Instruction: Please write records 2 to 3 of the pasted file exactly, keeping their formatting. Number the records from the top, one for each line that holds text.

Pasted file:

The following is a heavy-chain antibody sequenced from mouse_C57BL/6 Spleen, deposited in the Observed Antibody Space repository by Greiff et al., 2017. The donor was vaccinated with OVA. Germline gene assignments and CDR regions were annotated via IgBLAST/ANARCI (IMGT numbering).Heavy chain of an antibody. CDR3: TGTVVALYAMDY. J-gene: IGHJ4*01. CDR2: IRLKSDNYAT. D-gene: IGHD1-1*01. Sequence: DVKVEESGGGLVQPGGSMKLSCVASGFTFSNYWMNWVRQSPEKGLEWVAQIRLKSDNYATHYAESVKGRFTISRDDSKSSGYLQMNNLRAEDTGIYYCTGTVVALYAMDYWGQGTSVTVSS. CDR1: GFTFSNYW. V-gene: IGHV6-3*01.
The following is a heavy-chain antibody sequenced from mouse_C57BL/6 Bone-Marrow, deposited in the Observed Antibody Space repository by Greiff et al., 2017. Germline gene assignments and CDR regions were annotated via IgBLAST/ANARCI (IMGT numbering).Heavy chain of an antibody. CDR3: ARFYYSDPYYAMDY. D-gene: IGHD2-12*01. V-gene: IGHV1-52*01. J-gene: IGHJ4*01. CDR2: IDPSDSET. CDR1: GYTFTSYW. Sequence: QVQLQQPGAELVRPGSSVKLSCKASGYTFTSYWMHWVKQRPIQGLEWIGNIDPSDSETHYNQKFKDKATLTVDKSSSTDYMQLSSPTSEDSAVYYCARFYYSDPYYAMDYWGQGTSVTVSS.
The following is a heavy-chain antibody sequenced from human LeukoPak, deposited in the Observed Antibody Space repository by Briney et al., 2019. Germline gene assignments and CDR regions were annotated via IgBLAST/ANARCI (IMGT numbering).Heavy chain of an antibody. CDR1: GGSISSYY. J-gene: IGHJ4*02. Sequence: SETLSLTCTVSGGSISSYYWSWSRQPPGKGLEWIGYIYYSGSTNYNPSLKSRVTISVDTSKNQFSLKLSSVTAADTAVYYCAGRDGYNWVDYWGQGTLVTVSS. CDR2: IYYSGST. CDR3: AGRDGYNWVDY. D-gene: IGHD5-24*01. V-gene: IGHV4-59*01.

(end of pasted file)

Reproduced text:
The following is a heavy-chain antibody sequenced from mouse_C57BL/6 Bone-Marrow, deposited in the Observed Antibody Space repository by Greiff et al., 2017. Germline gene assignments and CDR regions were annotated via IgBLAST/ANARCI (IMGT numbering).Heavy chain of an antibody. CDR3: ARFYYSDPYYAMDY. D-gene: IGHD2-12*01. V-gene: IGHV1-52*01. J-gene: IGHJ4*01. CDR2: IDPSDSET. CDR1: GYTFTSYW. Sequence: QVQLQQPGAELVRPGSSVKLSCKASGYTFTSYWMHWVKQRPIQGLEWIGNIDPSDSETHYNQKFKDKATLTVDKSSSTDYMQLSSPTSEDSAVYYCARFYYSDPYYAMDYWGQGTSVTVSS.
The following is a heavy-chain antibody sequenced from human LeukoPak, deposited in the Observed Antibody Space repository by Briney et al., 2019. Germline gene assignments and CDR regions were annotated via IgBLAST/ANARCI (IMGT numbering).Heavy chain of an antibody. CDR1: GGSISSYY. J-gene: IGHJ4*02. Sequence: SETLSLTCTVSGGSISSYYWSWSRQPPGKGLEWIGYIYYSGSTNYNPSLKSRVTISVDTSKNQFSLKLSSVTAADTAVYYCAGRDGYNWVDYWGQGTLVTVSS. CDR2: IYYSGST. CDR3: AGRDGYNWVDY. D-gene: IGHD5-24*01. V-gene: IGHV4-59*01.